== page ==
In a late 2010 survey, Stanford University scientists discovered that “more exposure to Fox News was associated with more rejection of many mainstream scientists’ claims about global warming, with less trust in scientists, and with more belief that ameliorating global warming would hurt the U.S. economy.”

Yet another study found that 63 percent of Fox News viewers polled said they believed Barack Obama was not born in the U.S. (or that it was unclear).

These studies prove that Fox News and shows like "The O’Reilly Factor" played a big role in dumbing down the nation’s collective consciousness by continually passing off lies as truth.

8. Hubris disguised as patriotism

Remember how Colbert’s character on "The Colbert Report" used to sweep in holding a flag followed by a screeching eagle? Colbert’s character mocked the right-wing brand of hubristic American exceptionalism.

Geoffrey Nunberg explained in "Talking Right" that conservatives have forcefully argued that they and only they are the true patriots in this nation. Any disagreement with their agenda is an act of treason.

O’Reilly was on the front lines of this biased nationalism, penning book after book that set him up as a true patriot and defender of our nation’s core values. The left’s embrace of tolerance, diversity and respect for human rights was overshadowed, according to Nunberg, by the right’s aggressive reframing of national ideals on right-wing terms.

What’s amazing is that O’Reilly was able to construct an image of himself as someone defending our nation’s values when he was actually destroying them. O’Reilly’s white supremacism and xenophobia fed into a hate-based patriotism that spilled well beyond the confines of his show and now can be found taking up residence in the White House.

9. Crying victim while bullying

As the accusations against O’Reilly began to pour in, he tried to cast himself as a victim of the left's agenda to destroy him. Much in the same way that Trump suggests protesters against him must be paid operatives, O’Reilly always cries victim while he bullies his opponents.

This inversion of the role of victim and aggressor is a perfect example of the smoke-screen tactics used by O’Reilly, Fox News and the Trump team. Rather than address the substance of the accusations, O’Reilly cries foul and suggests that he is the subject of a witch hunt.  This strategy makes it virtually impossible to discredit him to his loyal subjects who will all agree that their hero has been falsely accused.

This attitude is not limited to a ploy to protect one’s image; it spills over into the way that the news works as well. When reports surfaced that O’Reilly had misrepresented his role in covering the Falklands War, he responded by attacking the reporter who had uncovered the story. He then denied ever lying about his experiences.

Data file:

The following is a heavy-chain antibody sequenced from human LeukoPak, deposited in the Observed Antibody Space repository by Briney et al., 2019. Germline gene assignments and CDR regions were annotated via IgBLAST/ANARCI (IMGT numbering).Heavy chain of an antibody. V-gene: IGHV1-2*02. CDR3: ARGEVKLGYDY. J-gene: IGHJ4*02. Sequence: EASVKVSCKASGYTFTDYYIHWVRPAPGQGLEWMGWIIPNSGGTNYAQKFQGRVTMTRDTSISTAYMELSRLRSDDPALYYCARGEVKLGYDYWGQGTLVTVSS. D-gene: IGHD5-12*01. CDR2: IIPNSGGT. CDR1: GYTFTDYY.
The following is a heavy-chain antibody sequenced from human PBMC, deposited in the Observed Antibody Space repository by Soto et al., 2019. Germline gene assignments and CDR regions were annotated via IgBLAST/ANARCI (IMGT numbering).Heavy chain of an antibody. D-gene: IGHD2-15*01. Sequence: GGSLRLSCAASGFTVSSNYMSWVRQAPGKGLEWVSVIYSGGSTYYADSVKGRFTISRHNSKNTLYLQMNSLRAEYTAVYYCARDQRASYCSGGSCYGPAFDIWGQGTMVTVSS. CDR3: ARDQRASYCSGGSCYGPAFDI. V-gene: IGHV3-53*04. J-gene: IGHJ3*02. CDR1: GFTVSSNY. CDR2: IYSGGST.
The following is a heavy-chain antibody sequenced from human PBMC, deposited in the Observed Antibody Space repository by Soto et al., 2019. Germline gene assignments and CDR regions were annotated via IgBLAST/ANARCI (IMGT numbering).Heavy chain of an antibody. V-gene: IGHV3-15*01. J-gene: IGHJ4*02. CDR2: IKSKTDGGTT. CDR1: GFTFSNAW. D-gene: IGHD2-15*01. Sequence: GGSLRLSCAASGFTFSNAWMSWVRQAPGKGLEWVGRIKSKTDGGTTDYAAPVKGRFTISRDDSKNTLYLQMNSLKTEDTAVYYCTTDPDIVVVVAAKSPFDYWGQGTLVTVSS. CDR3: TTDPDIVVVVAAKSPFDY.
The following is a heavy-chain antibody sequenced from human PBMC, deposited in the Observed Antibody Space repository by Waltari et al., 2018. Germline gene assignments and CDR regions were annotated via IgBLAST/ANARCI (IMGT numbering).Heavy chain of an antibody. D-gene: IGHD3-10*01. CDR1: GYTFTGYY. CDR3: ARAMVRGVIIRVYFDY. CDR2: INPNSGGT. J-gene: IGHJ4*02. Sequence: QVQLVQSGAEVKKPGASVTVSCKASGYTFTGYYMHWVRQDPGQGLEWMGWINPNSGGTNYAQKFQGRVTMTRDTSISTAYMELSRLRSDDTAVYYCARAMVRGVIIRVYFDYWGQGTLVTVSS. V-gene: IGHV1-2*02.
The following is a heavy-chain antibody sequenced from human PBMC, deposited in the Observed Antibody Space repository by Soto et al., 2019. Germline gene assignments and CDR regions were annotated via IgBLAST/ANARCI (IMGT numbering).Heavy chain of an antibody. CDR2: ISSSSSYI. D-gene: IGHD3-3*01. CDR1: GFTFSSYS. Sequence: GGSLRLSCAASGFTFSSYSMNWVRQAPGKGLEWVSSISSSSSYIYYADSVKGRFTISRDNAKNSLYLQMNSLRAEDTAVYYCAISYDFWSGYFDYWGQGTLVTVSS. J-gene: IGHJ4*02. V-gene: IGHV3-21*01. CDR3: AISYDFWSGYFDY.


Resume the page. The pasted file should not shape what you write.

Sound familiar? No wonder Trump was one of the first to come to O’Reilly's defense, saying he should have never settled with his accusers. "I don't think Bill did anything wrong," said Trump, who has also been accused of sexual harassment.

Of course he doesn’t.

10. Making it all “an act”

Back in 2007 Colbert and O’Reilly traded appearances on each other’s shows. When O’Reilly came on "The Colbert Report," Colbert asked him who would win in a fight, Sean Hannity or O'Reilly. "Hannity would kick my butt," O'Reilly said. "I'm effete. I'm not a tough guy. This is all an act."

Replied Colbert: "If you're an act, then what am I?" It was a brief moment when the facade of O’Reilly’s persona cracked and revealed that even he knew he was playing a role.

It could have been funny, but it wasn’t.

O’Reilly’s act was — and still is — having a negative impact on the way his viewers see the world.

Even folks who aren’t necessarily O’Reilly fans seem to have forgotten about the damage that his smug persona has wrecked on not just the news media, but also the nation overall.

For instance, a recent piece in the Atlantic claimed that the snarky nature of late-night comedy fueled the rise of Trump. It suggested that “sneering hosts” like John Oliver, Samantha Bee and Colbert “have alienated conservatives and made liberals smug.”

Excuse me?

As I’ve shown, the rise of Trump and the alienation of conservatives dates back to the founding days of Fox News and the launch of "The O’Reilly Factor." The comedians just kept the rest of us sane and better informed while the so-called news offered by Fox and friends divided the nation and dumbed us down.

This all goes to show that the real O’Reilly factor will likely be that his influence outlasts his role on the show. He was a master at changing public perceptions and blaming his victims. We now see victim blaming taking place across the news spectrum. Finger-pointing is consistently aimed in the wrong direction, at comedians and millennials and even the Black Lives Matter movement. With any luck, recent events can keep the fingers pointed straight at O’Reilly and his supporters, where they belong.

By Sophia A. McClennen

Sophia A. McClennen is Professor of International Affairs and Comparative Literature at the Pennsylvania State University. She writes on the intersections between culture, politics, and society. Her latest book is "Trump Was a Joke: How Satire Made Sense of a President Who Didn't."